Excitement is expected when it comes to your baby’s first Halloween, but be sure not to spook them into a bad mood. Mind your parenting skills and make the occasion as fun as possible.
Think fun not frightful regarding the first Halloweens. Treat yourself to the following first-Halloween parenting tips to make the season a hoot, not a howl.
Behind every mask is a truth. While baby is likely to get interested in special effects and the excitement of others, let’s be honest – you’re going to enjoy this more than the child is going to remember it. Therefore, keep expectations to a minimum, understanding if the baby falls asleep before trick-or-treating, doesn’t feel like wearing the costume, or isn’t as excited about all the hooting and howling about Halloween.
Commercial offers and ‘baby costumes’ arrive aplenty around Halloween season, but don’t waste hard-earned money on extreme costumes. There will come a time when child will want to be involved in choosing costume; but when it comes to the first years, think creative rather than fine-tailored.
Use old clothing, visit second-hand shops, or ask friends and family members for old costumes before heading out to the store and toward the bottom of your pocket. If you have your heart set on baby costumes, see the selections at Spirit Halloween.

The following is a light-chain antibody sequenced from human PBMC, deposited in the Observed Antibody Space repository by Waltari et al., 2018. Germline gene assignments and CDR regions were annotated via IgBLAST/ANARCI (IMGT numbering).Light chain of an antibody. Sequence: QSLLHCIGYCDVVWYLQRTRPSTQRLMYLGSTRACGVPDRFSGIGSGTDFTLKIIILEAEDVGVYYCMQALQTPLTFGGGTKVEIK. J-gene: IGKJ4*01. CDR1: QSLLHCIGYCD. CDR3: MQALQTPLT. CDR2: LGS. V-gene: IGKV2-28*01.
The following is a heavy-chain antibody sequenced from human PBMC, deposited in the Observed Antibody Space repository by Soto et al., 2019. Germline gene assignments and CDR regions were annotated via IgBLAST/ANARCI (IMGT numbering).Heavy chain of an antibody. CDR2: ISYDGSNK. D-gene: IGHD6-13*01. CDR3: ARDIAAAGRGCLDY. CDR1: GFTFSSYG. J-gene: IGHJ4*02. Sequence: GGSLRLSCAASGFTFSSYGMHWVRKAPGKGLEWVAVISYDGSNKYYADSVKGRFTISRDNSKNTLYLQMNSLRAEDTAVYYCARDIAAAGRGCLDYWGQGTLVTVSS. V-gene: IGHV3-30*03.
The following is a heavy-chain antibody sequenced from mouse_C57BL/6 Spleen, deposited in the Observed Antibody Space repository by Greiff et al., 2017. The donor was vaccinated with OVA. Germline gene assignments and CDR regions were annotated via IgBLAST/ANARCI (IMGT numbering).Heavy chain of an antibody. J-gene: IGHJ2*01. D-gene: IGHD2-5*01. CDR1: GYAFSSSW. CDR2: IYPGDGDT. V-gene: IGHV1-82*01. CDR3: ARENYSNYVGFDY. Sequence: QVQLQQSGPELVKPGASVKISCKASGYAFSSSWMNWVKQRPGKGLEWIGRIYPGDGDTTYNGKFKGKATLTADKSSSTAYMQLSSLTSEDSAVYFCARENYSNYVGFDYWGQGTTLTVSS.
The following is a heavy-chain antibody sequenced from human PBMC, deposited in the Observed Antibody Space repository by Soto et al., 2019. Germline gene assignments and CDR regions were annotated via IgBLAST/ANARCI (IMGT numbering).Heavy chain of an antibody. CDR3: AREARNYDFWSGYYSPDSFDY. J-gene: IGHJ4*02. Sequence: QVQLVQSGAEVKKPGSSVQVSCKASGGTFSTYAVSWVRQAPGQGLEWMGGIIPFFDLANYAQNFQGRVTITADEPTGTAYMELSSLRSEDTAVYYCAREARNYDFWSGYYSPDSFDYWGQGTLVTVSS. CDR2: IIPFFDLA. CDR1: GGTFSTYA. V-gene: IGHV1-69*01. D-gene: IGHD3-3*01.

Trick-or-treating, the parading of costumes door-to-door in hopes of acquiring a barrage of candy, is a pastime reserved for older children despite the want to emulate one’s big brother or sister.
Rather than take young children door-to-door, reserve the tradition of Halloween night for visiting family members or destinations hosting large-scale parties for baby Halloween-ers. (Local community centers, libraries, or children museums host special Halloween events – check local listings.)
Rather leave the home on Halloween, transform the interior, replete with ‘webs,’ spooky statues, as well as ‘hidden treasures’ of candy. Use cardboard boxes to emulate spooky castles and find haunted seasonal music online to enhance the ambiance.
While leaving home during Halloween is exhaustive at best and horrifying at worst for a young one, staying home remains the safest choice of season.
Despite a mom and dad’s attempt of keeping children safe from graphic, adult-rated materials, especially frightening and violent movies and pictures during Halloween season, it’s typical for children to be exposed via television, friends, and schools.
While school curriculum observe age-appropriate Halloween media, a child’s first Halloweens should be associated to fun, not fright. Aside from preschool-aged media, ask friends and pediatricians about the proper amount of exposure to ‘frightening’ Halloween media.
Conversely, depending on age of child, a parent could use the occasion of ‘being frightened’ to encourage a sense of ‘courage’ as well as the identification of fact (a spider in the sink) versus fiction (a five-foot spider displayed in a Halloween store).
Think fun not fright regarding a little one’s first Halloweens. However, don’t be frightened to find an aging child’s compulsion toward the ‘macabre’ and healthy ways to embrace Halloween festivities and associated elements.
GUEST BLOGGER: Seth Peterson is a huge fan of Halloween and a father of two. He writes all about the joys of fatherhood, including enjoying this fall holiday with his kids.